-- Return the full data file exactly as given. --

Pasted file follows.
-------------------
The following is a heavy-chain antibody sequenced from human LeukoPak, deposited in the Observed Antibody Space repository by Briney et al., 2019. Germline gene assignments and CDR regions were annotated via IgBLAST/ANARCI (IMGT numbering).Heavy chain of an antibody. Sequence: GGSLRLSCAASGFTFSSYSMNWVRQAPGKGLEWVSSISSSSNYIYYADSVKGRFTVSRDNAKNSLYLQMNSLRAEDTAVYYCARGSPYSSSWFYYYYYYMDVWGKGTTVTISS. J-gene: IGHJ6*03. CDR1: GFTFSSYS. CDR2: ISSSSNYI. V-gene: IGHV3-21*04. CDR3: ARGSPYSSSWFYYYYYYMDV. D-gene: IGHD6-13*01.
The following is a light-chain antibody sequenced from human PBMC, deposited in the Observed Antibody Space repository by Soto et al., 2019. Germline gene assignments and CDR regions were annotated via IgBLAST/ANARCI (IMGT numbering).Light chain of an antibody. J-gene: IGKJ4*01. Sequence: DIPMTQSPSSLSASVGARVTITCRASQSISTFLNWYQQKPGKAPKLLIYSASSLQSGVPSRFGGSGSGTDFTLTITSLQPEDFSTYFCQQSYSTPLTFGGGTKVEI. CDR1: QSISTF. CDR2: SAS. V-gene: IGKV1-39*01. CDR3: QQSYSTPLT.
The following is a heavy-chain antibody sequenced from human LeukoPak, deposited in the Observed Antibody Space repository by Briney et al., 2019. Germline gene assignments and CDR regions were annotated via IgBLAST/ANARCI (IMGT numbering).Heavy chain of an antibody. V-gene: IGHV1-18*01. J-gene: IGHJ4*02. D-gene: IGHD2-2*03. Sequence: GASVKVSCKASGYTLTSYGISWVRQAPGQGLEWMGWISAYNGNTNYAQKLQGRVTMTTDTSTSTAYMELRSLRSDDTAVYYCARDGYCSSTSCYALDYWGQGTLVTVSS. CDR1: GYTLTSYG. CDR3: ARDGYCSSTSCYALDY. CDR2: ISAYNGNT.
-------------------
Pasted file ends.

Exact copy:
The following is a heavy-chain antibody sequenced from human LeukoPak, deposited in the Observed Antibody Space repository by Briney et al., 2019. Germline gene assignments and CDR regions were annotated via IgBLAST/ANARCI (IMGT numbering).Heavy chain of an antibody. Sequence: GGSLRLSCAASGFTFSSYSMNWVRQAPGKGLEWVSSISSSSNYIYYADSVKGRFTVSRDNAKNSLYLQMNSLRAEDTAVYYCARGSPYSSSWFYYYYYYMDVWGKGTTVTISS. J-gene: IGHJ6*03. CDR1: GFTFSSYS. CDR2: ISSSSNYI. V-gene: IGHV3-21*04. CDR3: ARGSPYSSSWFYYYYYYMDV. D-gene: IGHD6-13*01.
The following is a light-chain antibody sequenced from human PBMC, deposited in the Observed Antibody Space repository by Soto et al., 2019. Germline gene assignments and CDR regions were annotated via IgBLAST/ANARCI (IMGT numbering).Light chain of an antibody. J-gene: IGKJ4*01. Sequence: DIPMTQSPSSLSASVGARVTITCRASQSISTFLNWYQQKPGKAPKLLIYSASSLQSGVPSRFGGSGSGTDFTLTITSLQPEDFSTYFCQQSYSTPLTFGGGTKVEI. CDR1: QSISTF. CDR2: SAS. V-gene: IGKV1-39*01. CDR3: QQSYSTPLT.
The following is a heavy-chain antibody sequenced from human LeukoPak, deposited in the Observed Antibody Space repository by Briney et al., 2019. Germline gene assignments and CDR regions were annotated via IgBLAST/ANARCI (IMGT numbering).Heavy chain of an antibody. V-gene: IGHV1-18*01. J-gene: IGHJ4*02. D-gene: IGHD2-2*03. Sequence: GASVKVSCKASGYTLTSYGISWVRQAPGQGLEWMGWISAYNGNTNYAQKLQGRVTMTTDTSTSTAYMELRSLRSDDTAVYYCARDGYCSSTSCYALDYWGQGTLVTVSS. CDR1: GYTLTSYG. CDR3: ARDGYCSSTSCYALDY. CDR2: ISAYNGNT.